sons. Increased development and reliance on machinery,
more technological unemployment even for many adults,
and a gradually developing tradition that all children
should have at least a high school education, have all con-
tributed to the trend. In 1920, 44.7 per cent of the chil-
dren 16 and 17 years of age were employed. By 1930 only
31.7 per cent were employed and it is estimated that
the 1940 census will show an even smaller percentage of
children in this age group who are employed.
The first Federal child labor law was passed in 1916
and sought to regulate child labor directly by prohibiting
the shipment in interstate and foreign commerce of goods
produced in establishments in which children under four-
teen years of age were employed. This law was declared
unconstitutional by the United States Supreme Court in
The second Federal child labor law was included as a
part of the revenue act in February, 1919, and sought to
regulate child labor by imposing a tax upon the profits
of all mines and manufacturing establishments employ-
ing children in violation of certain standards. This law
was declared unconstitutional in 1922.


The next step was to propose a Constitutional amend-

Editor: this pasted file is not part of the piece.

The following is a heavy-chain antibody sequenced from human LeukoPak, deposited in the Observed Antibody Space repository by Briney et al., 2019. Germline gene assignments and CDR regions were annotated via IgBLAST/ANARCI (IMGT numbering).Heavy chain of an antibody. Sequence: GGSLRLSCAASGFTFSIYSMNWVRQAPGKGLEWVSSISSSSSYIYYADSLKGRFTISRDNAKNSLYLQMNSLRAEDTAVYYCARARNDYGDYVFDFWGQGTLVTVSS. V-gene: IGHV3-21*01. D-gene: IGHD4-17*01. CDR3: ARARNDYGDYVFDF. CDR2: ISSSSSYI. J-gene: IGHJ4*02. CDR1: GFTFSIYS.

ment to authorize the Federal government to regulate
child labor. Such an amendment was proposed in 1924.
A number of states ratified the amendment but opposition
developed and up to the present time only 28 states have
approved the amendment.
In 1938 what is known as the Federal Fair Labor Stand-
ards Act became a law. The act approaches the problem
from a somewhat different legal angle and apparently has
been effective in regulating employment of minors in or
about establishments producing goods for delivery for
shipment in interstate commerce.
The Children's Bureau of the United States Department
of Labor has been assigned the responsibility for prescrib-
ing regulations and providing the necessary supervision
to see that the provisions of the Fair Labor Standards Act